The real lesson from Kiev

Chong Wai Fung & Clarence Zeng

Kiev, Ukraine. The images of clashes between anti-government protesters and the police were still fresh in the minds of our Ukrainian friends even as they tried to move on with the process of rebuilding their country.

We were there to attend the Swedish International Liberal Centre (SILC) Activist Seminar held annually to provide democracy advocates from ten countries an opportunity to learn from each other the global effort to build sustainable, democratic states.  

But while Kiev itself was getting back to normalcy, continuing violence in Eastern Ukraine at the border with Russia is threatening to take the country down the road to trouble again.

The revolution at Independence Square was called the Euromaidan. It started out as a peaceful protest against the former President Yanukovych who abandoned a deal with the European Union in favour of Russia. The people of Ukraine also wanted the presidential powers to be scaled back.

But the peaceful protest turned violent when police attacked the protesters’ camps. It sparked off a revolution with many university students playing an active role.

People from all over Ukraine travelled to Kiev to show their support. Artists gave performances on a stage at the centre of Independence Square throughout the protest to lift the spirits of protesters who hunkered down during the cold winter days.

The remnants of the revolution were evident throughout their Independence Square. The tire barricades across the roads were moved to the sides to allow vehicles to pass through as the city slowly made its way back to normalcy.

Photographs of those who were killed during the revolution were placed on the sidewalks, on trees or walls. There were flowers and lamps in many places, laid down by the hundreds of people who visited the site. It was a poignant reminder of the much-too-often sacrifices of ordinary citizens to bring about change.

During the seminar, we learned about the conditions leading to the revolution. It was not initiated by any political party. What started out as a peaceful protest turned into a revolution when police used brutal force to suppress the protests.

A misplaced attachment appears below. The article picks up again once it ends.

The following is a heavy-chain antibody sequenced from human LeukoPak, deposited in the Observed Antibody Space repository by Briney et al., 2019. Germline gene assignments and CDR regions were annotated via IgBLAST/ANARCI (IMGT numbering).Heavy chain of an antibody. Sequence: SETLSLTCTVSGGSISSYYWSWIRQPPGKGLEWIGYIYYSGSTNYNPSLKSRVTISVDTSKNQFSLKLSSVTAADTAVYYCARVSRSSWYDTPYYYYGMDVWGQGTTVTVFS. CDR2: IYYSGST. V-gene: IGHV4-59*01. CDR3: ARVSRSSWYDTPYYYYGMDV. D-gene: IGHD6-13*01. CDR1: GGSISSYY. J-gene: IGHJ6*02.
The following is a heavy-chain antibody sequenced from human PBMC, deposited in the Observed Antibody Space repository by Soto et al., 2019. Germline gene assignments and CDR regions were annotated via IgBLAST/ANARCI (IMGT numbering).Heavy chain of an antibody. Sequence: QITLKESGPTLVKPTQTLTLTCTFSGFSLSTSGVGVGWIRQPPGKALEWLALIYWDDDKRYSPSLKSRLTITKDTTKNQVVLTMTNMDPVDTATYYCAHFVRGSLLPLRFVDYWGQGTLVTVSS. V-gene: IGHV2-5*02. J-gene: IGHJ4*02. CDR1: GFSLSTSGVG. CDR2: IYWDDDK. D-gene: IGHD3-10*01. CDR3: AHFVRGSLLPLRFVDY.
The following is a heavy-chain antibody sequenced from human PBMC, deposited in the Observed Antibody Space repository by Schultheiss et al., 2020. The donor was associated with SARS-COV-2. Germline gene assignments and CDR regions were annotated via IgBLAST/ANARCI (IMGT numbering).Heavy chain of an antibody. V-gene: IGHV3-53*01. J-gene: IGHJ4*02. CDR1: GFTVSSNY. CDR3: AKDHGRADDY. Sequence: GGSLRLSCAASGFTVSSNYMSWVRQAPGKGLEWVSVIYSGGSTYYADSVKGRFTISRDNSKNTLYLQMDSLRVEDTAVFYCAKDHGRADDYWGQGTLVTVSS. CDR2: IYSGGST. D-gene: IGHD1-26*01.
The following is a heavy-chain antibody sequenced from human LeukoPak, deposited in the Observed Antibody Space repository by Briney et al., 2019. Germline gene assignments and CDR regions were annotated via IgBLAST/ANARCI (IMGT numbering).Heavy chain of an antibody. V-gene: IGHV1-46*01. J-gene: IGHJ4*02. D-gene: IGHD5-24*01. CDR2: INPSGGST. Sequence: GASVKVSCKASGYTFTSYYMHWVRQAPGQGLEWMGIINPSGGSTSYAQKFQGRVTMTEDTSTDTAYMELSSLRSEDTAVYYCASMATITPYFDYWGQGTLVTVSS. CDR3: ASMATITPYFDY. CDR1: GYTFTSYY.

Social media played a huge role in disseminating information to the rest of Ukraine and the world. When governments use state machinery to turn against its own people, the result is almost always tragic. There were dozens killed and hundreds injured during the revolution.

Much has happened since the revolution that ended in February. Ukraine had elected a new President and drafted a new constitution. People from all walks of life paid tribute to the lives lost by placing flowers on the streets and educating their children about the monumental event.

There were religious ceremonies and even flash mobs held all over the country to honour the dead. The city is trying to regain its normalcy. When we visited Independence Square again before we left, the barricades were being removed and the streets reopened for vehicles.

Commenting on the crisis, PM Lee Hsien Loong said that Ukraine is a reminder that small countries must defend themselves and not depend on international community for its national security. He used this as a reason to maintain a strong military. “Only then can Singapore be safe and secure,” he said.

But Mr Lee misses the bigger lesson. The Euromaidan was a stark reminder of what can go wrong when a government has too much power and uses that power against its own people in order to advance its own interests.

The people of Ukraine rose up against their president when he refused to heed their demand for a more open and democratic country. Indeed, that must be the lesson our Government must learn.

Chong Wai Fung is Treasurer of the SDP. Clarence Zeng is a member of the Young Democrats and Deputy Head of the SDP’s Ground Operations Unit.

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